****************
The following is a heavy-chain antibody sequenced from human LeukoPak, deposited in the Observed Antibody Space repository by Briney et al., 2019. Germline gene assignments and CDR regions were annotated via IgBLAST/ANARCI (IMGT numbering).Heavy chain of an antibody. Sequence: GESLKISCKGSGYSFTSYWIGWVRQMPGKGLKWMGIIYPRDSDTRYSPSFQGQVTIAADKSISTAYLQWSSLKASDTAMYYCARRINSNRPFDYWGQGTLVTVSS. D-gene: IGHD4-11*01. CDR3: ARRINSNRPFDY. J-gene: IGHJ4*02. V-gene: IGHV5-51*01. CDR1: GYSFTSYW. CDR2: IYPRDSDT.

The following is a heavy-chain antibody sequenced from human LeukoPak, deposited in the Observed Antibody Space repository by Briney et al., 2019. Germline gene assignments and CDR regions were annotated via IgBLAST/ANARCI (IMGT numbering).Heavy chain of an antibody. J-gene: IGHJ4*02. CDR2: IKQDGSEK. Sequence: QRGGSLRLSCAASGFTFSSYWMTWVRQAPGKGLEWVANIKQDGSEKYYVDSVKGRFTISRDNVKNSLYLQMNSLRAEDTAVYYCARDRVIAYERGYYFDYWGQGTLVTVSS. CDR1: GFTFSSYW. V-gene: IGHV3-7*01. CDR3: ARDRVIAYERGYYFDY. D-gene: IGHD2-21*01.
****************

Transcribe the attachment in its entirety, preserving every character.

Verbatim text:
The following is a heavy-chain antibody sequenced from human LeukoPak, deposited in the Observed Antibody Space repository by Briney et al., 2019. Germline gene assignments and CDR regions were annotated via IgBLAST/ANARCI (IMGT numbering).Heavy chain of an antibody. Sequence: GESLKISCKGSGYSFTSYWIGWVRQMPGKGLKWMGIIYPRDSDTRYSPSFQGQVTIAADKSISTAYLQWSSLKASDTAMYYCARRINSNRPFDYWGQGTLVTVSS. D-gene: IGHD4-11*01. CDR3: ARRINSNRPFDY. J-gene: IGHJ4*02. V-gene: IGHV5-51*01. CDR1: GYSFTSYW. CDR2: IYPRDSDT.

The following is a heavy-chain antibody sequenced from human LeukoPak, deposited in the Observed Antibody Space repository by Briney et al., 2019. Germline gene assignments and CDR regions were annotated via IgBLAST/ANARCI (IMGT numbering).Heavy chain of an antibody. J-gene: IGHJ4*02. CDR2: IKQDGSEK. Sequence: QRGGSLRLSCAASGFTFSSYWMTWVRQAPGKGLEWVANIKQDGSEKYYVDSVKGRFTISRDNVKNSLYLQMNSLRAEDTAVYYCARDRVIAYERGYYFDYWGQGTLVTVSS. CDR1: GFTFSSYW. V-gene: IGHV3-7*01. CDR3: ARDRVIAYERGYYFDY. D-gene: IGHD2-21*01.